“If there is to be a recession, we’re just not going to be there,” Mr. Karmazin told investors. As for the upfront market, “If advertisers want to hold back spending and wait for the scatter market, we’ll wait with them,” he said.
Viacom’s CBS will hold out for high-single-digit price increases-flying in the face of a flat-to-negative prognosis for broadcast networks in general-but will hold back as much as half of its available inventory if it means getting higher prices in scatter.
If Viacom can get the prices it seeks, CBS and UPN would sell as much as 80 percent of their inventory, and Viacom’s cable networks would sell as much as 70 percent of their inventory in the upfront, Mr. Karmazin said.
Viacom’s targeted 20 percent growth in earnings before income, taxes, depreciation and amortization to $6.2 billion this year could be off by 5 percent in the event of a strike. Disney continues to promise single-digit-percentage earnings growth in fiscal 2001. USA is holding to its targeted 18 percent earnings growth for its operating businesses.
Mr. Karmazin said CBS could take an unconventional approach to selling “Survivor” on its own in the upfront or even after the upfront is over but declined to elaborate.
Viacom said it is in negotiations with two major advertisers on pre-upfront deals that mirror the Viacom Plus multiplatform deals it has with companies such as Glaxco Wellcome, Merrill Lynch, Fidelity, Tylenol, Daytex and DaimlerChrysler.
Mr. Karmazin, Mr. Diller and their peers agreed that the advertising upfront will go on for a while once it starts and that cable and broadcast TV buys could be made simultaneously.
With a soft economy and strikes looming, executives are exercising more than a bit of caution.
“We’re not seeing signs of it getting any worse, but we don’t see signs of recovery yet. That’s why we are focused as we are in our advertiser-supported businesses,” said Disney President Bob Iger, confirming that a 4,000-employee reduction is under way.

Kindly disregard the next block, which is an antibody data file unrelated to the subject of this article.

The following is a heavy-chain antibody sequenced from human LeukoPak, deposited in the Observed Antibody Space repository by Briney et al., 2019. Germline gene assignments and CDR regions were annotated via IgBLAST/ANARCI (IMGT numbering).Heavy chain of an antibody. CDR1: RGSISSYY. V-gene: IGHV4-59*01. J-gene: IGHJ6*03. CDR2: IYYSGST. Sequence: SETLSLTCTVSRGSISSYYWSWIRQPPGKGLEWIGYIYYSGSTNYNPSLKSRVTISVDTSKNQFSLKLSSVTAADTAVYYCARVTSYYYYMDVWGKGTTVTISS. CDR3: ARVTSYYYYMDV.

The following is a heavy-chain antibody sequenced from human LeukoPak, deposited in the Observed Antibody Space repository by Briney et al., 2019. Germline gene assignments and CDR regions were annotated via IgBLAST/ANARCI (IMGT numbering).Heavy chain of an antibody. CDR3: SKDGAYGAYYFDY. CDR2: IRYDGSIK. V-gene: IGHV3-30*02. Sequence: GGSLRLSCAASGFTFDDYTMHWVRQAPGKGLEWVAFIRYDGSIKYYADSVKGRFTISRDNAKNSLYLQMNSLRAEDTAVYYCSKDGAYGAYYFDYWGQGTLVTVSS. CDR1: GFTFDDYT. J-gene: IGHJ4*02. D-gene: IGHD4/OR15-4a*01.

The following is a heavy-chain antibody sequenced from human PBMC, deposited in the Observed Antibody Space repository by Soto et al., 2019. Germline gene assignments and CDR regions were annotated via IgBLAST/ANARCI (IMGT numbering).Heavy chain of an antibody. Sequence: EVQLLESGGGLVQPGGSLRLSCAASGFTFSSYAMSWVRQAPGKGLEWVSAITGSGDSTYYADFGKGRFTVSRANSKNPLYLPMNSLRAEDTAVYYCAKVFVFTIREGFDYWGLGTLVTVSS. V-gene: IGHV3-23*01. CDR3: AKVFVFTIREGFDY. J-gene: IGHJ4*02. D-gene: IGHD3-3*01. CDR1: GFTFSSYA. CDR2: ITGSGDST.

Mr. Diller was even more emphatic. “There’s no reason to think there will be improvement. I think it’s going to be a tough climate for the foreseeable future,” he said.
Mr. Diller said he expects the cable upfront to be up modestly but USA would likely hold back more inventory than in previous upfront markets. And he doesn’t think there will be a writers strike, which if it does occur would have no material impact on his company’s operations.
Broadcast network companies could experience some economic improvement in the event of a strike because they would be spending much less on original programming, even though they generally would charge advertisers less for ad time. However, as Mr. Dixon pointed out, advertisers will need to buy many more spots than usual to ensure themselves similar audience coverage as in a regular prime-time network TV season, which also could pump up overall strike-related ad revenues.
Also, Viacom, News Corp. and Disney each own prominent cable channels that would be the beneficiaries of audience defections from the broadcast networks during a strike.
“There is a lot of posturing going on by advertisers right now. There is a chance the upfront could actually be better than last year, but it’s a little too early to tell,” Mr. Iger said.
The soft ad market was the culprit that drove a fiscal second-quarter decline of 8 percent in revenues to $2.2 billion and a decline of 9 percent in operating income to $489 mi
llion at Disney’s media networks, which include the ABC TV stations and ABC TV Network, which experienced a 15 percent decline in first-quarter revenues. Disney’s cable networks delivered a 9 percent increase in operating income to $319 million.
Viacom’s television segment (which includes the CBS TV network and TV stations and UPN) posted a 14 percent increase in earnings to $315 million on an 8 percent rise in pro forma first-quarter revenues to $2 billion. The CBS TV Network posted high-teens revenue growth buoyed by “Survivor” and the Super Bowl.
USA Networks reported a 16 percent increase in earnings to $269 million on a 17 percent increase in revenues to $1.2 billion, driven by diversified holdings that include cable networks that posted a 17 percent increase in cash flow on a 10 percent increase in revenues.
Advertising comprises about 16 percent of USA’s overall revenues; about 50 percent of Viacom’s, 30 percent of Disney’s and about 24 percent of AOL Time Warner’s.